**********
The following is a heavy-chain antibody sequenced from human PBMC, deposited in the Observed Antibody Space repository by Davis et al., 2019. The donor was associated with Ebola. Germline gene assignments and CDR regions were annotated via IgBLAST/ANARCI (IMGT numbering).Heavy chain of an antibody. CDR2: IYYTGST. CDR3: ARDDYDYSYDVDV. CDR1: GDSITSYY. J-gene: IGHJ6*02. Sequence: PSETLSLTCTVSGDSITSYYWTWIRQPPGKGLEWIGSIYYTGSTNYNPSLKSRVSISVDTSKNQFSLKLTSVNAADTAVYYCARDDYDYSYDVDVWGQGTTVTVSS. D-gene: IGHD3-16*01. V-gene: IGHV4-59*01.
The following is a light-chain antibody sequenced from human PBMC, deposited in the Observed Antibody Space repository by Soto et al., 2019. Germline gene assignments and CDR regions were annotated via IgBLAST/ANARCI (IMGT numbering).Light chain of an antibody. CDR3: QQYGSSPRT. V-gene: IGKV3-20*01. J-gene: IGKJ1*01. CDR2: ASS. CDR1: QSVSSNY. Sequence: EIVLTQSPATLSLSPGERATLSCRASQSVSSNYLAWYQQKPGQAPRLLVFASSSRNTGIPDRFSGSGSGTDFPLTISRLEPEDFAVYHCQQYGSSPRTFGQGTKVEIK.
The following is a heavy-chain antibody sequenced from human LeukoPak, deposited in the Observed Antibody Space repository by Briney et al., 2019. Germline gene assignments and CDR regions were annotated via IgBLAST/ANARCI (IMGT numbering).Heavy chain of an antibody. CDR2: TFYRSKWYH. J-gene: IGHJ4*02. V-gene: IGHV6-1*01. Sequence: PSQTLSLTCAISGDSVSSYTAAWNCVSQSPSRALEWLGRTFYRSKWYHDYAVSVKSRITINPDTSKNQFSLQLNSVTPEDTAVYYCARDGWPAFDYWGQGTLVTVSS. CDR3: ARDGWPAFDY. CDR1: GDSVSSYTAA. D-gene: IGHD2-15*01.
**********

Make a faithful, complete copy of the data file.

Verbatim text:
The following is a heavy-chain antibody sequenced from human PBMC, deposited in the Observed Antibody Space repository by Davis et al., 2019. The donor was associated with Ebola. Germline gene assignments and CDR regions were annotated via IgBLAST/ANARCI (IMGT numbering).Heavy chain of an antibody. CDR2: IYYTGST. CDR3: ARDDYDYSYDVDV. CDR1: GDSITSYY. J-gene: IGHJ6*02. Sequence: PSETLSLTCTVSGDSITSYYWTWIRQPPGKGLEWIGSIYYTGSTNYNPSLKSRVSISVDTSKNQFSLKLTSVNAADTAVYYCARDDYDYSYDVDVWGQGTTVTVSS. D-gene: IGHD3-16*01. V-gene: IGHV4-59*01.
The following is a light-chain antibody sequenced from human PBMC, deposited in the Observed Antibody Space repository by Soto et al., 2019. Germline gene assignments and CDR regions were annotated via IgBLAST/ANARCI (IMGT numbering).Light chain of an antibody. CDR3: QQYGSSPRT. V-gene: IGKV3-20*01. J-gene: IGKJ1*01. CDR2: ASS. CDR1: QSVSSNY. Sequence: EIVLTQSPATLSLSPGERATLSCRASQSVSSNYLAWYQQKPGQAPRLLVFASSSRNTGIPDRFSGSGSGTDFPLTISRLEPEDFAVYHCQQYGSSPRTFGQGTKVEIK.
The following is a heavy-chain antibody sequenced from human LeukoPak, deposited in the Observed Antibody Space repository by Briney et al., 2019. Germline gene assignments and CDR regions were annotated via IgBLAST/ANARCI (IMGT numbering).Heavy chain of an antibody. CDR2: TFYRSKWYH. J-gene: IGHJ4*02. V-gene: IGHV6-1*01. Sequence: PSQTLSLTCAISGDSVSSYTAAWNCVSQSPSRALEWLGRTFYRSKWYHDYAVSVKSRITINPDTSKNQFSLQLNSVTPEDTAVYYCARDGWPAFDYWGQGTLVTVSS. CDR3: ARDGWPAFDY. CDR1: GDSVSSYTAA. D-gene: IGHD2-15*01.